DIY How To

Sealed Central Heating System

A sealed system is fed directly from the mains using a flexible filling line. Non return valves (check valves) must be incorporated into the system, to prevent any contaminated water getting back into the mains. A pressure vessel is used to allow the expansion and contraction of the water, as it heats up and cools down. Safety relief valves must be built into the system to relieve excessive pressure and water in the event of overheating.

Sealed system

Advantages of a sealed system are no expansion tank in the loft so it's an ideal system for apartments. Due to the system being pressurised there is less chance of air in the system, which means less corrosion and because the system runs hotter, smaller radiators can be used.

  • Disadvantages are because the system is pressurised, more expensive valves and connections are needed to prevent leaks, radiators get very hot, so extra care is needed especially with children.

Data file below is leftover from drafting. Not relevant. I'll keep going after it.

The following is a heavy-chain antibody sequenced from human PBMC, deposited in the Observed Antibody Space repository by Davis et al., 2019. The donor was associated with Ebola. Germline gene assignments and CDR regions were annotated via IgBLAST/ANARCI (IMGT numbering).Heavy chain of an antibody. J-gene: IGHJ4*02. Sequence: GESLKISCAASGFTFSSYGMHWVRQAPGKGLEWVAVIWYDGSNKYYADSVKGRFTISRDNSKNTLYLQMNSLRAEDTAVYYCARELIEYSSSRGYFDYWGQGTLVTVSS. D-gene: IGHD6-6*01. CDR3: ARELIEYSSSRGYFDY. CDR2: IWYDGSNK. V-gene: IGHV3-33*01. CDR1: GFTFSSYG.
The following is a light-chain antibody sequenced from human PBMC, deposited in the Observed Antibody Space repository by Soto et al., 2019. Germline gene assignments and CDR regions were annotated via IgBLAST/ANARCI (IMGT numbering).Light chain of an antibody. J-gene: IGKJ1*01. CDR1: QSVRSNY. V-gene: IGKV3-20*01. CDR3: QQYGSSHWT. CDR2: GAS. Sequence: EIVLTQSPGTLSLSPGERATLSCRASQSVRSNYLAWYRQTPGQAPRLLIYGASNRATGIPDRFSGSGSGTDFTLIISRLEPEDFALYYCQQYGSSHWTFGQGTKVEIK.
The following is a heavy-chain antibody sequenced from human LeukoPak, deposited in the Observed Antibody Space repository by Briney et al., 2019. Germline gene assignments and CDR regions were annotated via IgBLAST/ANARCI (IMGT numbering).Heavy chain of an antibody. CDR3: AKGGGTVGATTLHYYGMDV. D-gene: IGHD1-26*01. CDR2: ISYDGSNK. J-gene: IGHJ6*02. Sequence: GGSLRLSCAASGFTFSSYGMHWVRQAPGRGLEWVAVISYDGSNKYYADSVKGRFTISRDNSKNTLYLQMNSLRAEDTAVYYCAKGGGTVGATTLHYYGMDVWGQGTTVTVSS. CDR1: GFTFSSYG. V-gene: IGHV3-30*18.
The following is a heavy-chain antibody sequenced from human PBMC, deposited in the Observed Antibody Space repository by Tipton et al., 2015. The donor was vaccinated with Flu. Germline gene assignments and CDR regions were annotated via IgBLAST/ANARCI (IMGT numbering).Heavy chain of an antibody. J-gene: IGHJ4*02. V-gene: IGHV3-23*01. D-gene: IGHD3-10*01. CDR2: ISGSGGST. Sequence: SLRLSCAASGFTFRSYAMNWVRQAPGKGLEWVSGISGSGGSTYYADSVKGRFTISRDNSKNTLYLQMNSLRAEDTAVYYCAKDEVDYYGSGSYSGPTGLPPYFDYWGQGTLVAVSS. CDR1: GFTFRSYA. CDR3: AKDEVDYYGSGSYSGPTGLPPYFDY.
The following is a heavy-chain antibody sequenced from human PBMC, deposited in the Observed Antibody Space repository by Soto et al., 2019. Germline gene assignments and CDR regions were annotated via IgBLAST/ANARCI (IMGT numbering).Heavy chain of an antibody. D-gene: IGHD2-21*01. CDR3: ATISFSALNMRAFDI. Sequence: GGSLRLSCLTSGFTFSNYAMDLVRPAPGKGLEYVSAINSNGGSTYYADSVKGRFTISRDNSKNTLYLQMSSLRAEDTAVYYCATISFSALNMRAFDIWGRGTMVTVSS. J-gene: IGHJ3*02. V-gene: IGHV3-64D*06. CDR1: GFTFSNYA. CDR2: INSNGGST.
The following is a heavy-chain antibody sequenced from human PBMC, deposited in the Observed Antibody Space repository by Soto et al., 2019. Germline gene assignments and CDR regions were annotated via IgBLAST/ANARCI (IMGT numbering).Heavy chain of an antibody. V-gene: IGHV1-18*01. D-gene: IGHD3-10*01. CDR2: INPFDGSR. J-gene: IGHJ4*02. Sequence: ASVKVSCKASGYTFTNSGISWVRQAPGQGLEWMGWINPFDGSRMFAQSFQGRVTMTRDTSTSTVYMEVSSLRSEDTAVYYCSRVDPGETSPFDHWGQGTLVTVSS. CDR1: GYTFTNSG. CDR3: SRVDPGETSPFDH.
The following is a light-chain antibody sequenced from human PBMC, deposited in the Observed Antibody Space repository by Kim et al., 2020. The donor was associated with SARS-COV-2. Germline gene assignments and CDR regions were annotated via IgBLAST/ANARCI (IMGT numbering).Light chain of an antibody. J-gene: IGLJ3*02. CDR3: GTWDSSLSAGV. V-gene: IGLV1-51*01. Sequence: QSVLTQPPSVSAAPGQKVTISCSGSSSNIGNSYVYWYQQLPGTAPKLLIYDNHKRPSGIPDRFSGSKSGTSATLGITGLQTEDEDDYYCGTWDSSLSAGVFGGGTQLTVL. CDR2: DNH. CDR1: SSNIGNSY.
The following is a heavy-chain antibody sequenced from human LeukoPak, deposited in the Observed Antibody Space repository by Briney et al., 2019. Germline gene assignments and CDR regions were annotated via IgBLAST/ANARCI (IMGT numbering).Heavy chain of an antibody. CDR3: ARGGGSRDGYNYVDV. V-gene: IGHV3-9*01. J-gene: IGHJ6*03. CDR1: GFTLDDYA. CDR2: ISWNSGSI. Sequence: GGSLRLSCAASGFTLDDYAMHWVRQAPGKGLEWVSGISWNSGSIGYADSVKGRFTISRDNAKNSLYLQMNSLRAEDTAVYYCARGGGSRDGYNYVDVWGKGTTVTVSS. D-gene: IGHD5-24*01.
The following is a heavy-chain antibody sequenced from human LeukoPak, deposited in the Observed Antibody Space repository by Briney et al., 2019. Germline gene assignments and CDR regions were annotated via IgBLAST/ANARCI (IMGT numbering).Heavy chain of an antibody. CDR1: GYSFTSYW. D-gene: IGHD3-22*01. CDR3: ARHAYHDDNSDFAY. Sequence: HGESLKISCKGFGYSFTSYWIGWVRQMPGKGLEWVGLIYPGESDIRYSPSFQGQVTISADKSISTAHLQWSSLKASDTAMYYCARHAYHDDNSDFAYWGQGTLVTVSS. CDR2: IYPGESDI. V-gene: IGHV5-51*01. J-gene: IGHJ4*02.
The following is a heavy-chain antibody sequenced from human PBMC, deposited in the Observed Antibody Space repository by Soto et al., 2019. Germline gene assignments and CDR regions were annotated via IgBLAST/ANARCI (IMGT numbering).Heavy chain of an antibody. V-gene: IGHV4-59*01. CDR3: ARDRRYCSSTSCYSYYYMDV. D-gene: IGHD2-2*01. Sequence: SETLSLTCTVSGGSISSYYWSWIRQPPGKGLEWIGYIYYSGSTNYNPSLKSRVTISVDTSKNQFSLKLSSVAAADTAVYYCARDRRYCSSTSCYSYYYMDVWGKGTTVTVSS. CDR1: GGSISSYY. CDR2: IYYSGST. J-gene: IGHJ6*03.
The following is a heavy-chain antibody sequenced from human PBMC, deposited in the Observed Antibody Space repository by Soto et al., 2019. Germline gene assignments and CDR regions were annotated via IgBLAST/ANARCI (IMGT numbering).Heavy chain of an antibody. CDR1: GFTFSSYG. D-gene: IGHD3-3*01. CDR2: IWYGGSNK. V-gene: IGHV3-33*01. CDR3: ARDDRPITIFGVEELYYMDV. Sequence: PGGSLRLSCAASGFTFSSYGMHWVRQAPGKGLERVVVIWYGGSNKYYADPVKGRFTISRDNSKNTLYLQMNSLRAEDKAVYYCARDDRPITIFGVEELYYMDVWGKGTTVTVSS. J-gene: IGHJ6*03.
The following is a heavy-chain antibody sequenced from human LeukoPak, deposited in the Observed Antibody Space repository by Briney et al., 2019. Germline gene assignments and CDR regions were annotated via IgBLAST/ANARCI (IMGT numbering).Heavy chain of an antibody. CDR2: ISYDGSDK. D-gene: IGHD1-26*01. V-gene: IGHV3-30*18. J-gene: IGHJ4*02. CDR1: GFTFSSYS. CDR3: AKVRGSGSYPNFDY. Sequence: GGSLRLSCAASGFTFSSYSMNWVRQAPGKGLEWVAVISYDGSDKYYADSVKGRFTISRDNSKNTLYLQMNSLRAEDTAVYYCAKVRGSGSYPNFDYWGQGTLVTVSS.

Sealed System with Filling Loop

Sealed system with filling loop 1. Boiler
2. Safety valve (see note)
3. Pressure gauge (see note)
4. Expansion vessel (see note)
5. Air release point
6. Hot water expansion vessel
7. Hot water safety valve
8. Unvented hot water cylinder
9. Pump
10. Pump
11. Filling loop with check valves
Note - Sometimes within boiler

 

Sealed System with Make-up Tank

Sealed system with make-up tank 1. Boiler
2. Safety valve (see note)
3. Pressure gauge (see note)
4. Expansion vessel (see note)
5. Air release point
6. Hot water expansion vessel
7. Hot water safety valve
8. Unvented hot water cylinder
9. Pump
10. Pump
11. Filling loop with check valves
12. Non-return valve
13. Make-up tank
Note - Sometimes within boiler
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